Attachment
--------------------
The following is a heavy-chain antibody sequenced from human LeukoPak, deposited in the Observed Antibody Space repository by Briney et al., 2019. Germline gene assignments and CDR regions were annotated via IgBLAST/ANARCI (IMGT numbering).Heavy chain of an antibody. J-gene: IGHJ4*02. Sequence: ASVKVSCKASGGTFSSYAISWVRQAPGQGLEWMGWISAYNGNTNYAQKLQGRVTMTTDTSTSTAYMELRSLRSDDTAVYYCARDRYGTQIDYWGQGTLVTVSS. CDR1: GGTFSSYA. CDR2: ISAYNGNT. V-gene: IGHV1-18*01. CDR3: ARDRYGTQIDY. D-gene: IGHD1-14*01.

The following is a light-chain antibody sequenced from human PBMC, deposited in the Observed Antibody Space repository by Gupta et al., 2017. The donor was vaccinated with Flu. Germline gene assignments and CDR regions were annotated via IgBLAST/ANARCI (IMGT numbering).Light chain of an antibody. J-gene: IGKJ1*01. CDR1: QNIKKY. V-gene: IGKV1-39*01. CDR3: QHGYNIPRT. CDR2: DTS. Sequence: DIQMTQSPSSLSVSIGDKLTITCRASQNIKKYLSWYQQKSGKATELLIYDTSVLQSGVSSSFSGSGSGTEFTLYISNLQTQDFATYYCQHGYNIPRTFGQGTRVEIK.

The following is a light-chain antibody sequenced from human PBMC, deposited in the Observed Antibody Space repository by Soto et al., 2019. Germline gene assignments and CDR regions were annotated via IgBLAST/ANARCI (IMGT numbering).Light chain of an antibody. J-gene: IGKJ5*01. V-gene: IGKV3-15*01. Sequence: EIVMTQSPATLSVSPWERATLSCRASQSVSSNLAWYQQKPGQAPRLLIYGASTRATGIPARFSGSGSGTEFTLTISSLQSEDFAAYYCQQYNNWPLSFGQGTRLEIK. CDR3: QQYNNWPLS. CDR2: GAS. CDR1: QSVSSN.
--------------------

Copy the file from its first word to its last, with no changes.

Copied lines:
The following is a heavy-chain antibody sequenced from human LeukoPak, deposited in the Observed Antibody Space repository by Briney et al., 2019. Germline gene assignments and CDR regions were annotated via IgBLAST/ANARCI (IMGT numbering).Heavy chain of an antibody. J-gene: IGHJ4*02. Sequence: ASVKVSCKASGGTFSSYAISWVRQAPGQGLEWMGWISAYNGNTNYAQKLQGRVTMTTDTSTSTAYMELRSLRSDDTAVYYCARDRYGTQIDYWGQGTLVTVSS. CDR1: GGTFSSYA. CDR2: ISAYNGNT. V-gene: IGHV1-18*01. CDR3: ARDRYGTQIDY. D-gene: IGHD1-14*01.

The following is a light-chain antibody sequenced from human PBMC, deposited in the Observed Antibody Space repository by Gupta et al., 2017. The donor was vaccinated with Flu. Germline gene assignments and CDR regions were annotated via IgBLAST/ANARCI (IMGT numbering).Light chain of an antibody. J-gene: IGKJ1*01. CDR1: QNIKKY. V-gene: IGKV1-39*01. CDR3: QHGYNIPRT. CDR2: DTS. Sequence: DIQMTQSPSSLSVSIGDKLTITCRASQNIKKYLSWYQQKSGKATELLIYDTSVLQSGVSSSFSGSGSGTEFTLYISNLQTQDFATYYCQHGYNIPRTFGQGTRVEIK.

The following is a light-chain antibody sequenced from human PBMC, deposited in the Observed Antibody Space repository by Soto et al., 2019. Germline gene assignments and CDR regions were annotated via IgBLAST/ANARCI (IMGT numbering).Light chain of an antibody. J-gene: IGKJ5*01. V-gene: IGKV3-15*01. Sequence: EIVMTQSPATLSVSPWERATLSCRASQSVSSNLAWYQQKPGQAPRLLIYGASTRATGIPARFSGSGSGTEFTLTISSLQSEDFAAYYCQQYNNWPLSFGQGTRLEIK. CDR3: QQYNNWPLS. CDR2: GAS. CDR1: QSVSSN.